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Fred Kilgour, 92; Developed International Library Network

August 06, 2006|Claire Noland | Times Staff Writer

When the information superhighway was in the design stages, librarian and educator Fred Kilgour dreamed about taking reference resources out of their traditional brick and mortar housing and making them more accessible.

His solution was to share information and connect libraries. His vehicle: a computer network.

So in 1967, he founded the Online Computer Library Center, a nonprofit computer library service and research organization. From that modest alliance of 54 Ohio colleges and universities sprang an international network of libraries that encompasses 55,000 institutions in 110 countries.

Kilgour died Monday of a brain hemorrhage at the University of North Carolina Medical Center in Chapel Hill, according to library center spokesman Bob Murphy. He was 92.

When he founded the library center organization at Ohio State University in 1967, its acronym stood for Ohio College Library Center. Kilgour's mission was to link the academic libraries in that state.

Before it was formed, librarians at individual institutions were cataloging the same work over and over. They would record book titles and related details on small paper cards and file them in cabinets. But once the libraries began to share the cataloged information in a common database within a network, they were able to cooperate further by lending books and other documents to participating libraries.

"Thirty years ago, that was way ahead of its time," Brian Schottlaender, university librarian at UC San Diego, said this week. "It's something we absolutely take for granted now."

Kilgour's innovations dramatically improved users' access to information, and the automation allowed libraries to reduce costs and devote their resources to rapidly expanding technology. Workers could be assigned tasks beyond repetitious cataloging, books could be shared rather than bought, and money could be spent on computer and networking equipment.

"Kilgour had as much to do with the advent of online information systems as anybody in the last 50 years," Schottlaender said. "And he had as much to do with the disappearance of the card catalog as anybody in the last 50 years."

In 1971, the nonprofit organization introduced WorldCat, a database that has since digitally cataloged more than 70 million books and other publications from 10,000 participating libraries.

Contributors include the Library of Congress, the British Library and numerous smaller historical institutions, art museums and public libraries. Later this month, the database will be available to the public at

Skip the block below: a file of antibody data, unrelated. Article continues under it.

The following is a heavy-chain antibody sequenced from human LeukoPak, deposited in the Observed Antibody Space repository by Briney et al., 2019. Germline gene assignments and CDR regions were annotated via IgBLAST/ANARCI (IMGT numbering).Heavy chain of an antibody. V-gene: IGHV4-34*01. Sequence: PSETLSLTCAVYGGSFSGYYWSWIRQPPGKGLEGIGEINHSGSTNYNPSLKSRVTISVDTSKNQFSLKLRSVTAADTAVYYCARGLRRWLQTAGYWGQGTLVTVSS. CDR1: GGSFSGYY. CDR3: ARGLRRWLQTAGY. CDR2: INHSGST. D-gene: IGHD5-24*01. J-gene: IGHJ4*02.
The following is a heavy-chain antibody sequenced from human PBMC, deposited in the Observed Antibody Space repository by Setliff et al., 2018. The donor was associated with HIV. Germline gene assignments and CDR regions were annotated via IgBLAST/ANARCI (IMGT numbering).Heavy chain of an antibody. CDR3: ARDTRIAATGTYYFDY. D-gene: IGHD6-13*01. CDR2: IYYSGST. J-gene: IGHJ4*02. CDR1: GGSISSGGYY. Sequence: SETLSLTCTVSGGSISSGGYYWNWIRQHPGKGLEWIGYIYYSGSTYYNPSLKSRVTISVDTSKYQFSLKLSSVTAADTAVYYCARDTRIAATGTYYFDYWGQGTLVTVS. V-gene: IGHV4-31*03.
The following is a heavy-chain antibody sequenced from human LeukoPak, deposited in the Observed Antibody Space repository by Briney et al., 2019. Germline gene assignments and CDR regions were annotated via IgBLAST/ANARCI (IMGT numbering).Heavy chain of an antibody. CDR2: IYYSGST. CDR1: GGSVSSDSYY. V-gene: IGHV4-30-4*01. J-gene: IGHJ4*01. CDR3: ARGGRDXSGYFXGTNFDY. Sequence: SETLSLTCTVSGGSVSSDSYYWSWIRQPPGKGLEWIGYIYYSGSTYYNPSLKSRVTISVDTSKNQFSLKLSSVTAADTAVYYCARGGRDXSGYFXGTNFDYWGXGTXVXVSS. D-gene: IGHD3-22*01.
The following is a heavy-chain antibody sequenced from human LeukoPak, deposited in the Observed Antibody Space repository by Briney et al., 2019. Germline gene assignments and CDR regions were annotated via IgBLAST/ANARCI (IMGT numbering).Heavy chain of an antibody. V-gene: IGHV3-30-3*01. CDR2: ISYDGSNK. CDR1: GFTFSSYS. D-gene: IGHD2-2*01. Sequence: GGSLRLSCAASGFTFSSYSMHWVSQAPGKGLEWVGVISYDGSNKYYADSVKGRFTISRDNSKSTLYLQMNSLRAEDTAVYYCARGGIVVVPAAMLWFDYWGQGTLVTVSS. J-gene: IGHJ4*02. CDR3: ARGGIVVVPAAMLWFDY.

Frederick Gridley Kilgour was born Jan. 6, 1914, in Springfield, Mass. He earned a bachelor's degree at Harvard College in 1935 and, while taking graduate courses part time, went to work at the Harvard University Library. He married a colleague, Eleanor Beach, in 1940.

Starting in 1942, while serving as a lieutenant in the U.S. Naval Reserve, Kilgour collected international newspapers and other publications for the Interdepartmental Committee for the Acquisition of Foreign Publications. Microfilm copies were then sent to troops in the Pacific for intelligence-gathering. Kilgour received the Legion of Merit award for his intelligence work during World War II.

He moved to the State Department in 1946 as deputy director in the Office of Intelligence Collection and Dissemination, and in 1948 he became librarian at the Yale Medical Library. For nearly 20 years at Yale, he taught courses in the history of science and technology, wrote papers and experimented with automation at the university libraries.

After being hired by the Ohio College Assn. to form the library center organization in 1967, he was president of the center until 1980 and sat on the board of trustees until 1995. Meanwhile, he taught library administration at Ohio State until 1984.

From 1990 until his retirement in 2004, Kilgour was a distinguished research professor at the University of North Carolina. While there he wrote "The Evolution of the Book," detailing the history of printing and communication and explaining the transition from print to electronic media.

In addition to his wife, Kilgour is survived by three daughters, two grandchildren and five great-grandchildren.

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